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How Music Motivates Athletes: Olympian Lindsey Vonn's Rap-Enhanced Workouts
One thing Olympic athletes such as skier Lindsey Vonn have in common with pro sports stars such as LeBron James and Floyd Mayweather Jr. is their reliance on musical motivation during intense training sessions. Music adds value to many things in life, but its connection to physical performance enhancement has made a wide audience curious whether motivational playlists can help them boost their own fitness.
On Nov. 5 Genius details downhill Olympic skiing champion Lindsey Vonn's personal picks — especially rap and hip-hop — meant to inspire athletes of all levels to push through the common love/hate relationship with training, centered on the song "You Can Make It If You Try."
Vonn's favorite artists to train to encompass Beyoncé, Kodak Black, Drake, Far East Movement, Jay-Z, Jessie J, Kendrick Lamar, Lil Wayne, Missy Elliott, Nas, Notorious B.I.G., Rihanna, Justin Timberlake, and more — a list that almost pumps you up just reading it.
Another 2018 skiing medalist, Cassie Sharpe described music's invigorating effect, saying, "It really keeps me focused and keeps me in my own space." This interest in staying in the zone and being in a flow state underlies the wider public interest, as athletes at every level seek higher performance and increased focus in their own lives.
Vonn isn't the first marquee athlete to reveal her playlist. Floyd Mayweather Jr. released his "Hard Work & Dedication" 42-song playlist in summer 2017 before his bout with Conor McGregor. On Apple Music this past Sept., new Laker LeBron James released a 62-song playlist titled "The Strongest." Hip-hop was also heavily represented in both playlists, and James even took representation to a personally inspiring level by selecting all women.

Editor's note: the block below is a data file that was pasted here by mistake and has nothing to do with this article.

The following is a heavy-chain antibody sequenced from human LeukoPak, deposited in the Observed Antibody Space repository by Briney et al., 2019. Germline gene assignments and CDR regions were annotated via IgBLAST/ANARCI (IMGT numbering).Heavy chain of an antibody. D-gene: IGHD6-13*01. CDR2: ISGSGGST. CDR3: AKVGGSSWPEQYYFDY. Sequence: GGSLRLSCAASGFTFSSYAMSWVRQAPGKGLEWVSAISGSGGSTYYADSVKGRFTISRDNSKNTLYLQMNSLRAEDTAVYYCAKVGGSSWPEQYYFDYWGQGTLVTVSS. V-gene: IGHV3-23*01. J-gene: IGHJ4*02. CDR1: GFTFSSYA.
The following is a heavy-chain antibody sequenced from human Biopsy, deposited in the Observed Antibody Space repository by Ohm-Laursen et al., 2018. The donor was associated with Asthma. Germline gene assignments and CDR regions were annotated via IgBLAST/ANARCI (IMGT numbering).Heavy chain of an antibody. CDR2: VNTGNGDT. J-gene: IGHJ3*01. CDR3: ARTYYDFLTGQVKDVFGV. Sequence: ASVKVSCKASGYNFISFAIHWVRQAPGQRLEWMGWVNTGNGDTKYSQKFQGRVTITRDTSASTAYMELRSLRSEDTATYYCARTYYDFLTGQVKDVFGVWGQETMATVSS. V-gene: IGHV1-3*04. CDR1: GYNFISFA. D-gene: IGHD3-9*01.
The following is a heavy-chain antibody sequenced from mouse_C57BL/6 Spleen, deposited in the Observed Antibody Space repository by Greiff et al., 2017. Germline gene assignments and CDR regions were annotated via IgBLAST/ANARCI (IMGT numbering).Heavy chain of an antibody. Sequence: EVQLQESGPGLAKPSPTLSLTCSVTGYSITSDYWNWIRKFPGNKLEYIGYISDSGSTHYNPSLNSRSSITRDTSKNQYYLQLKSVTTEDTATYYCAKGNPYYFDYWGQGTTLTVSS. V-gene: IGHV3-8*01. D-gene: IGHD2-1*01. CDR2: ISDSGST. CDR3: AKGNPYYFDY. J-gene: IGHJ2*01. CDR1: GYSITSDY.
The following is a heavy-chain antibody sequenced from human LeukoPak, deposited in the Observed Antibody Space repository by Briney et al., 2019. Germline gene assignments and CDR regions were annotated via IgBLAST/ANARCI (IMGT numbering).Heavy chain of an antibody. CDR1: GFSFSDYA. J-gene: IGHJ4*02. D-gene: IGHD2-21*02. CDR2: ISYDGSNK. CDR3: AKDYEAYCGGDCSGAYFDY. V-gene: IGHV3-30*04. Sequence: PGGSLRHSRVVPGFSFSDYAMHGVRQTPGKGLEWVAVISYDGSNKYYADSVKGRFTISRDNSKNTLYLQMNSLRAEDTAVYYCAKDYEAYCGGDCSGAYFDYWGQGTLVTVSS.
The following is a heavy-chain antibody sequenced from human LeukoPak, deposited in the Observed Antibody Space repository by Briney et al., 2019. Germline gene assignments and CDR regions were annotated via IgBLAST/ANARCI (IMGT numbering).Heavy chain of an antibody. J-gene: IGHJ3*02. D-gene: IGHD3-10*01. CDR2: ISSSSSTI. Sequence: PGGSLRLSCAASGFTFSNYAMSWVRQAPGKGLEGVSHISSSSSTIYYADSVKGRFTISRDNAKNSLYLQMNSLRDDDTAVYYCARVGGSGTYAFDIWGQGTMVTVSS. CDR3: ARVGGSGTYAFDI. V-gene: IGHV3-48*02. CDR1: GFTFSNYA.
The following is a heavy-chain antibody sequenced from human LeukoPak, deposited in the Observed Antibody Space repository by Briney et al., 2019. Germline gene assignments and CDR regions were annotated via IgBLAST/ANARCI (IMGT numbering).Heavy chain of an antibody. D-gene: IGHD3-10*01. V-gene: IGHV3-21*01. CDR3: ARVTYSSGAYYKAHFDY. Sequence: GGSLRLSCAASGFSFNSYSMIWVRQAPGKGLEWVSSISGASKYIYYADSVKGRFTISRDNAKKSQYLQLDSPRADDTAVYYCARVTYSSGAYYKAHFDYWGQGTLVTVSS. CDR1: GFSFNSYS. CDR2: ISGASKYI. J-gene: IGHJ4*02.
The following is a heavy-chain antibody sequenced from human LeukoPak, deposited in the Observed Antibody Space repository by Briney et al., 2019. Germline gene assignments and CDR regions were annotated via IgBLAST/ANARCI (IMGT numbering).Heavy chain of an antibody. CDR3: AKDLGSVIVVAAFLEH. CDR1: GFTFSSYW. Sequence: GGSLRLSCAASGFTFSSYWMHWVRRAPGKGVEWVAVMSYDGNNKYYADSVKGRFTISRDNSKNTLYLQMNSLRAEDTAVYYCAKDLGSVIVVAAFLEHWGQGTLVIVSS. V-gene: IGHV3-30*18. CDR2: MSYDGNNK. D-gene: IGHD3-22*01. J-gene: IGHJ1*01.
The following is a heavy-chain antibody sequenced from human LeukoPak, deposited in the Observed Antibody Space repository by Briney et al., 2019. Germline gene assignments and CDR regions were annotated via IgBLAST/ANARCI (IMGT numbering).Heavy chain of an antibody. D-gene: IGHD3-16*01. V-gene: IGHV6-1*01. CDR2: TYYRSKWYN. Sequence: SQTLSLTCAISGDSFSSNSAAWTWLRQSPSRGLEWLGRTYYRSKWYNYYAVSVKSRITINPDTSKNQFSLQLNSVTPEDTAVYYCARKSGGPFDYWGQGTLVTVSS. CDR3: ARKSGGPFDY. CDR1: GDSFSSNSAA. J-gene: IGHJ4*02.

"I believe that African American women are some of the strongest people on earth," James said. "I grew up around some amazingly strong women and am inspired by the strength I see around, including my mom, wife, and daughter."
Sports playlists are motivating scientific research as well. Last year, an academic paper appeared in Frontiers In Psychology titled "The Sound of Success: Investigating Cognitive and Behavioral Effects of Motivational Music in Sports," exploring this topic more rigorously. The authors found a distinction between the way music does assist endurance and risk-taking and the way it did not improve the motor coordination of participants in their study. A control group with no music was compared with participant-selected playlists as well as an experimenter-selected playlist including Eminem, David Guetta, Katy Perry, and Kanye West. Comparing their own results with the academic literature on the subject, they considered this a rich subject for further future investigations.
As sharing music becomes more of a no-brainer, this practice has become more digital and daily. The group effect among high school students, where friends and teammates listen to each other's favorite artists, has been a staple of growing up in America. In addition to playlists' impact on sports training, it seems another dimension being added to American life is answering the question, "What do your heroes listen to?"